Survival Of SMEs Pegged On Insurance Protection

by Business Watch Team

It is difficult to sustainably run a business in a volatile environment. This is especially the case for most small and medium enterprises (SMEs).

These business operations are majorly owned by sole proprietors and may not have adequate reserves to withstand material disruption from economic shocks and other eventualities such as unavailability of the business owner from death or illness. By taking up relevant insurance covers, SMEs in Kenya can improve the resilience and continuity of their business operations as well as contribute to the country’s sustainable economic development.

SMEs are a key contributor to the economy not just in Kenya but globally. The World Bank estimates that 90 percent of businesses globally are small and medium enterprises (SMEs). In Africa, they account for 80-90 percent of businesses according to the International Finance Corporation.

In Kenya, the sector accounts for 24% of the GDP and 93% of the economy’s entire labor force, according to the Ministry of Investments, Trade and Industry in 2020. It thus makes economic and social sense to sustainably boost the growth of SMEs, especially right now when the country is facing acute unemployment, with over 2.9 million Kenyans being jobless according to the Kenya National Bureau of Statistics of 2022.

This is however not the case since many SMEs shut down within the first few years after inception. The situation is exacerbated by economic shocks that may undermine the macro-economic environment in which such entities operate in. For instance, according to Kenya’s National Bureau of Statistics Medium and Small Enterprise Covid-19 Survey of 2020, about 20% of SMEs closed permanently due to economic hardship after the Covid-19 outbreak. Most of these entities had not taken protection against business interruption from this unforeseen event. They also did not have any other form of risk management to withstand or recover from such an event. Having an insurance cover would have made these entities more resilient by transferring unpredictable risk to the insurers. The safety net created by insurance allows business owners to focus on core business with assurance of continuity no matter the changes in the business environment.

Other benefits of insurance include increased confidence in key stakeholders such as clients, financiers, regulators, and business partners.  Insurance policies such as business interruption coverage, for example, provide vital support during times of crisis. In the face of disruptions such as fire, theft, or supply chain issues, insurance can compensate for lost or reduced income, sustain operations and ensure timely recovery.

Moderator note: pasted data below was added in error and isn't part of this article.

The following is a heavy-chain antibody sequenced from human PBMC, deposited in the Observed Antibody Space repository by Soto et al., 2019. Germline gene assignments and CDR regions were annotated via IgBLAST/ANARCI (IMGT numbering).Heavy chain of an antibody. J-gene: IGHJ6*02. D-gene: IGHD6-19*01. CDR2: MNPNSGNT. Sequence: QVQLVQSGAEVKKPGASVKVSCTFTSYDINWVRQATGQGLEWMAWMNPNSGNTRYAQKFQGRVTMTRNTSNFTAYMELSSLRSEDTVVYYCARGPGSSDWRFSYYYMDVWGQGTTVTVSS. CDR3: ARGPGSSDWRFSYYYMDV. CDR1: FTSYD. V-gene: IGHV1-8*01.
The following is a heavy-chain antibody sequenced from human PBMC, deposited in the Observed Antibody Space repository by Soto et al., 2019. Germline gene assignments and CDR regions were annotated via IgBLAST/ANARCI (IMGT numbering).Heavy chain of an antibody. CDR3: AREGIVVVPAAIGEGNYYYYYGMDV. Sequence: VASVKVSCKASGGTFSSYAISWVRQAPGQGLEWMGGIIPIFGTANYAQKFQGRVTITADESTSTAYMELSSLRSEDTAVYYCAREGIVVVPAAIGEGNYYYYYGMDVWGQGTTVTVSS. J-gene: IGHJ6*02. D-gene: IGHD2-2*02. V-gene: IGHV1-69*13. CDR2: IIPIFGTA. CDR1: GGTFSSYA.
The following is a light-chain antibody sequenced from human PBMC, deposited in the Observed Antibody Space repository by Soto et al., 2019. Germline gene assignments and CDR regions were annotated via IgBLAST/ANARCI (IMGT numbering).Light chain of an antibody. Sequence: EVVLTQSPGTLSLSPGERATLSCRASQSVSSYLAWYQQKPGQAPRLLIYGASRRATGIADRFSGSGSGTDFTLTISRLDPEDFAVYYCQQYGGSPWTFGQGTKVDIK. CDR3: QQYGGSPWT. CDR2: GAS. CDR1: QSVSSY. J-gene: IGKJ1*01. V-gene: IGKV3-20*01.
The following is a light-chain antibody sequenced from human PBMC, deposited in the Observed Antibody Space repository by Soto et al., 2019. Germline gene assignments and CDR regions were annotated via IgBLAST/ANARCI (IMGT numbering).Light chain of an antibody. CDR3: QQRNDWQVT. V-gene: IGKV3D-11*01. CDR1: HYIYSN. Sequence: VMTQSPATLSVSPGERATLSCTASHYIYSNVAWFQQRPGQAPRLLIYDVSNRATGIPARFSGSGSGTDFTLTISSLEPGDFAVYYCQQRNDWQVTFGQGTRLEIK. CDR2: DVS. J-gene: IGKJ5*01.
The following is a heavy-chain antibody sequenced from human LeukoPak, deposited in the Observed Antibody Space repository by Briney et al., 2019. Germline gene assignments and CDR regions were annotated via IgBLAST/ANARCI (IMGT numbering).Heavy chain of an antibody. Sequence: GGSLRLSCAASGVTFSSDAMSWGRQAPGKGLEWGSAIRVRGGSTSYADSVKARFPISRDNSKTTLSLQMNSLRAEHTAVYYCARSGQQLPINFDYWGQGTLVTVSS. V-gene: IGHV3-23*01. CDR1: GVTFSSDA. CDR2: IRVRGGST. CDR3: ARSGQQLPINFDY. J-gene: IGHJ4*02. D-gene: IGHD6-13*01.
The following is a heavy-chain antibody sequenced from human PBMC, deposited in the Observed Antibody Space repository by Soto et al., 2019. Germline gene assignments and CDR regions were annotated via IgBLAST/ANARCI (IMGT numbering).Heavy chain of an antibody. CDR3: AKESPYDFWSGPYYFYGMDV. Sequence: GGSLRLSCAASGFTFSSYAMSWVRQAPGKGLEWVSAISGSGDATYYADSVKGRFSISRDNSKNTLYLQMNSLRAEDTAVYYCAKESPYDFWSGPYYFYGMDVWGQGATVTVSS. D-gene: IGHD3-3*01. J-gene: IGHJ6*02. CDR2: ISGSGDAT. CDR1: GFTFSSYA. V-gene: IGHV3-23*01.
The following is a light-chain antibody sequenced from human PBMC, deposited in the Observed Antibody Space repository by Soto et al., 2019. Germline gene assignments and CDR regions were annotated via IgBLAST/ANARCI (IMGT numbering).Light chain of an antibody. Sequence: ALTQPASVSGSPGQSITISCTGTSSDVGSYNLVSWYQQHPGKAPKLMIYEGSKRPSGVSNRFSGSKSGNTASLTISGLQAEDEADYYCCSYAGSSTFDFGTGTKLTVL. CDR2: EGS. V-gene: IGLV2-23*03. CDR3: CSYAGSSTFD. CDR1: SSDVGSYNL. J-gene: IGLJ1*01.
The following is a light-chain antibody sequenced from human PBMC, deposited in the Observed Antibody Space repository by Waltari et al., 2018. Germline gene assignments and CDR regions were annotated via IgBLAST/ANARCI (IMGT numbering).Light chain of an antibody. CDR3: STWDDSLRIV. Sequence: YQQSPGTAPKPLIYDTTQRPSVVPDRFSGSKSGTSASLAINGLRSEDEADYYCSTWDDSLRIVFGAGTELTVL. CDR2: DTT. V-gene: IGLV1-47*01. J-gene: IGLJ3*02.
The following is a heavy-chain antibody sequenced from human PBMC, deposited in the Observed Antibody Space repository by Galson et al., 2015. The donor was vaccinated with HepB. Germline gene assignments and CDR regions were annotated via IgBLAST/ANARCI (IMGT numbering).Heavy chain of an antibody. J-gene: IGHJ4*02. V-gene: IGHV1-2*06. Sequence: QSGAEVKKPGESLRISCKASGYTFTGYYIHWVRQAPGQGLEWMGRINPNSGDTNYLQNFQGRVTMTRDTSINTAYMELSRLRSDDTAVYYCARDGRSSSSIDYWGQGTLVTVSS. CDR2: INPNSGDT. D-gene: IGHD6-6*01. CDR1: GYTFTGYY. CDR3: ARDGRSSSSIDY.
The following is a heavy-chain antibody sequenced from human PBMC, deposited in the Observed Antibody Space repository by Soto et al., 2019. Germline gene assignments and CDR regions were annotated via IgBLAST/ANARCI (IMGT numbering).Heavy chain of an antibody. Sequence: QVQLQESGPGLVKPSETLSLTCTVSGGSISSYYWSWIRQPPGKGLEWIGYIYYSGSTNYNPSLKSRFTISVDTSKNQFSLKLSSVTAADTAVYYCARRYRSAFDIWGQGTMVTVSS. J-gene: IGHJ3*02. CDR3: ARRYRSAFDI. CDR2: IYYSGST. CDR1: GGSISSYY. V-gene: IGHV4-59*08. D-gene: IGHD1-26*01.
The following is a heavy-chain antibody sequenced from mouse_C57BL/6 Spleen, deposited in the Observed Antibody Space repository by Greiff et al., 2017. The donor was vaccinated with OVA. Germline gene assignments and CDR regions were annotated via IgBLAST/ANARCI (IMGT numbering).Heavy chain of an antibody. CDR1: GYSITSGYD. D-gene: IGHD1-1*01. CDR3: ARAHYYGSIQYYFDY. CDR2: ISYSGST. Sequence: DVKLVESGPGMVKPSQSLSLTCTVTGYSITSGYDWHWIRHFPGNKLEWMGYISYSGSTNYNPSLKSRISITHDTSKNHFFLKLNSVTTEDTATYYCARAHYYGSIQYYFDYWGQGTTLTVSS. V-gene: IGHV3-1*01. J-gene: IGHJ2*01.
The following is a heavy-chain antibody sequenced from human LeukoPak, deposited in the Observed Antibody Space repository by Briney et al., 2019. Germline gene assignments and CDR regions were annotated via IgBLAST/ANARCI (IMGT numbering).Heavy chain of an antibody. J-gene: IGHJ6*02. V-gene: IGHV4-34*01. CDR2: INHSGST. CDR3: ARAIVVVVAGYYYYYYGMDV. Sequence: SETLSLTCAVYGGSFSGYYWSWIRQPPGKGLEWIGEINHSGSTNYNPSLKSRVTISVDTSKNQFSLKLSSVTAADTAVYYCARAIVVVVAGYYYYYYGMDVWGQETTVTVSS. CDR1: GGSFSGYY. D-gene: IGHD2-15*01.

Micro-insurance as a cost solution

While insurance is important, some start-ups may not afford it. Insurance is still perceived as a luxury though the majority know it as a necessity. This is due to the high cost of insurance coverage. As a result, the country has recorded low insurance penetration at 2.4 percent, a rate that is low compared to economic growth. To reduce the protection gap from uninsured economic operations, Kenya started offering microinsurance in the early 2000s and approved the microinsurance regulations in 2020. More than before, insurance is now affordable and accessible to the masses via various distribution channels such as through mobile phones. Owners of SMEs can now take insurance protection for their own lives and their businesses. This is against loss of life and reduced or loss of income from such eventualities as ailments, political violence, disruption of the supply chain, and emerging risks such as cyber-attacks and reputational risks.

Kenya Reinsurance Corporation is keen on significantly contributing to Kenya’s economic resilience by offering sustainable solutions to direct underwriters. Besides mainstream solutions, the Corporation has introduced micro-insurance in its product offerings. This is through collaboration with one of the leading local insurance firms to offer protection on a short-term basis. The Corporation is also at the advanced stages of finalizing the uptake of micro-life risks as part of its strategy. This is also being done through partnerships with local life assurance companies, making the product accessible and affordable to local SMEs.  In addition, the Corporation has enhanced its capacity for specialized risks such as cyber risk and reputational risk to tap local business, which has otherwise been ceded out of the country. These products further enhance the resilience of SMEs and the wider economy.

As the risk profile of SMEs changes, insurance solution providers and relevant stakeholders should collaborate to innovate effective solutions that are affordable and accessible to ordinary businesses. There is also a need to promote financial literacy, flexibility in pricing risks, and the creation of the right business conditions to increase the uptake of insurance in Kenya.

By Dr. Hillary Maina Wachinga, the Group Managing Director, Kenya Reinsurance Corporation Limited

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